Lloyds Banking Group is officially spinning out its new standalone TSB bank branch today, but the website has suffered an outage on its first morning, in common with all of Lloyds BG’s online retail banking platforms. According to the bank, there have been "intermittent" website problems across its brands this morning.
The launch of the standalone TSB brand was necessary after the failure of the Co-op Bank project verde takeover after that institution nearly collapsed earlier this year. The rollout of the 632 standalone TSB bank branches and their associated 5m customers to the revived TSB brand was installed as the new divestment plan to mollify the EU, which is demanding the sell-off as the ‘quid pro quo’ for the UK government saving the banking group at the height of the crash in 2008 and as a means to reintroduce more competition on the high street. RBS' similar project rainbow divestment of UK retail bank branches to create a 'newcomer' competitor, in this case Williams & Glyn, is also facing up to the same tech problems of splitting apart operations that previously shared the same technology and service platforms.
Customer sort codes and bank account numbers at the reborn TSB will remain the same during the migration of 5m UK retail customers from Lloyds Bank ownership over to the TSB banking brand. The scale of the migration has long presented technology challenges and de-merging data is no easy task but the bank will be disappointed at the online banking access failures this morning, as no such large-scale activities have yet been undertaken. The sell-off and complete de-merging of the new standalone unit is not expected unitl next year.
The IT problem for now seems to have been resolved, although some customers are understood to be still experiencing occasional difficulties and social media complaints have been rising, even if some of them are belated.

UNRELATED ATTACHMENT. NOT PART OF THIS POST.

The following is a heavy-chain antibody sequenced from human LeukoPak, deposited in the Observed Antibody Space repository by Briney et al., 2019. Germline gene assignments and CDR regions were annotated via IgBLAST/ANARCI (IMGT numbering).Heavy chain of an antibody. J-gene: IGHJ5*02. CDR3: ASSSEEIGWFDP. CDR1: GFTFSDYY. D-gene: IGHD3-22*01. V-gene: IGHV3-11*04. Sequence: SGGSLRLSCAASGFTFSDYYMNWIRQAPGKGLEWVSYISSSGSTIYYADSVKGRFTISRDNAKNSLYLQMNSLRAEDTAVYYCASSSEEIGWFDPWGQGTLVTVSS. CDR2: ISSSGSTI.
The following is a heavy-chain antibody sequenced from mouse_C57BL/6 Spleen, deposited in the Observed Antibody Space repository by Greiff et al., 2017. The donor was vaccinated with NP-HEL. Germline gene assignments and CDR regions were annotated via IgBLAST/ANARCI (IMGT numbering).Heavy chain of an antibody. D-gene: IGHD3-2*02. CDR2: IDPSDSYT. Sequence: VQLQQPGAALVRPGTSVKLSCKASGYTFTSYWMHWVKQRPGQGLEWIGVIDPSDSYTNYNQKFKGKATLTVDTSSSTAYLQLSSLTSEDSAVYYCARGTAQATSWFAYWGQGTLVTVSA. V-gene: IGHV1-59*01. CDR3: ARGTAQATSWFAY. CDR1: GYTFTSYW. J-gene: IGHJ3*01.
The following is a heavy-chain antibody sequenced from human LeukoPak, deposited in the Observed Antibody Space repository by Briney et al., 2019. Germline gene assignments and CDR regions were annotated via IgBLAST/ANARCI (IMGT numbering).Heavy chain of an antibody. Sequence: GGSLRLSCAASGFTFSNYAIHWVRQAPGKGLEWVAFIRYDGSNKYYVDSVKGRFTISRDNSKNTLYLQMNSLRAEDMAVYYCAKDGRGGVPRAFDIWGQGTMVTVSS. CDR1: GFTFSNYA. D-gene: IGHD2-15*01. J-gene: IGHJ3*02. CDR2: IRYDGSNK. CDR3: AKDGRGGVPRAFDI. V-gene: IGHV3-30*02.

Reaction to online banking outage at Lloyds / TSB
Reacting to the news of this morning’s outage, Michael Allen, director of application performance management (APM) at Compuware, said: “Given the uncertainty that the split has caused for customers, for them to not be able to get into their accounts this morning will have created unnecessary stress for thousands, if not millions, of customers.
“Banks need to manage the risks associated with technology performance in a more proactive way, with early warning systems that can alert them to potential problems before they create chaos for their customers,” he continued. “ For example, monitoring these services from an end-user’s perspective to see how they perform in the real world will identify any weak spots and inefficiencies and enable them to be rectified ahead of demand hitting, rather than after the complaints have begun to pour in.”
Speaking before news of the outage spread, Mike Davies, a European vice president at GMC, had been looking forward to the rebirth of a bank that once stood for customer innovation, highlighting that it was “the first [UK] bank to introduce telephone banking back in the day”.
With the UK’s shared current account switching service due to launch on 16 September imminent any new challenger bank on the High Street should be able to attract customers quickly if its customer service and operations are good enough. The seven day account switching service relies on a shared back-end system common to all UK banks and building societies and means that customer direct debits, standing orders and all other bank account details should automatically be redirected to their new bank account without any action from them being required. It is supposed to be as simple as redirecting your postal mail and is one of a number of measures designed to introduce more competition back into the UK retail banking market, which is dominated by the big four of Barclays, RBS/NatWest, HSBC, and Lloyds Banking Group.
By Neil Ainger